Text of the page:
All the three geriatric screening tools used in the study take into account different domains to calculate a score which denotes a high risk profile. The G-8 score is oriented to screening of age and nutritional status., The fTRST encompasses social and neurocognitive impairment apart from taking recent hospitalization and polypharmacy into account. The VES-13 is associated with age and self-perception of health status, functional ability, and physical fitness. Therefore, the difference in the domain screened may be responsible for the discrepancy in the geriatric high risk profile.
Soubeyran et al. also compared the diagnostic accuracy of the G-8 and VES-13 in a prospective cohort study of 1674 cancer patients accrued before treatment in 23 health care facilities.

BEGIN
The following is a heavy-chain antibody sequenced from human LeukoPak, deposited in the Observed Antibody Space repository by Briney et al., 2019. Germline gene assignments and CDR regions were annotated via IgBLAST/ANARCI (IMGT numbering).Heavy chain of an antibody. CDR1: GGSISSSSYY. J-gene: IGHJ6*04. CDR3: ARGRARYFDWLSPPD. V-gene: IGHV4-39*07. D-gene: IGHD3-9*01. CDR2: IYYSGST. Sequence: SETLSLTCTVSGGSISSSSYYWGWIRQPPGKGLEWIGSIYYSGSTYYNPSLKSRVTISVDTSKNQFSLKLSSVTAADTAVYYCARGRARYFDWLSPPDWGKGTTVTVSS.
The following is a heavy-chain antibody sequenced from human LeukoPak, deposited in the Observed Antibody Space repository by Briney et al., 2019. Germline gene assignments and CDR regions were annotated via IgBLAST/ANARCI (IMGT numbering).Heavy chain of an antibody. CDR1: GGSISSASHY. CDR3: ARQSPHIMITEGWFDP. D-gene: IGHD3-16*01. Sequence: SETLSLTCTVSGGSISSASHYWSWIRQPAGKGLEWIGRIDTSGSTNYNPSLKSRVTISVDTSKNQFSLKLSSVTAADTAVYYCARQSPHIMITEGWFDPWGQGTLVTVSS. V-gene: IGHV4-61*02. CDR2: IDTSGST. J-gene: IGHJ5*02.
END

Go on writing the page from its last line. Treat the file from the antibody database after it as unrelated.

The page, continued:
G-8 and VES-13 showed a high risk profile in 68.4%, and 60.2% of the patients, respectively. Mean time to complete G-8 or VES-13 was about 5 min. G-8 appeared more sensitive (76.5% vs. 68.7%, P = 0.0046) whereas VES-13 was more specific (74.3% vs. 64.4%, P < 0.0001). Abnormal G-8 score (hazard ratio = 2.72) was found to be an independent prognostic factor of 1-year survival. Hence, the authors concluded that G-8 questionnaire is currently one of the best screening tools available to identify older cancer patients requiring comprehensive assessment.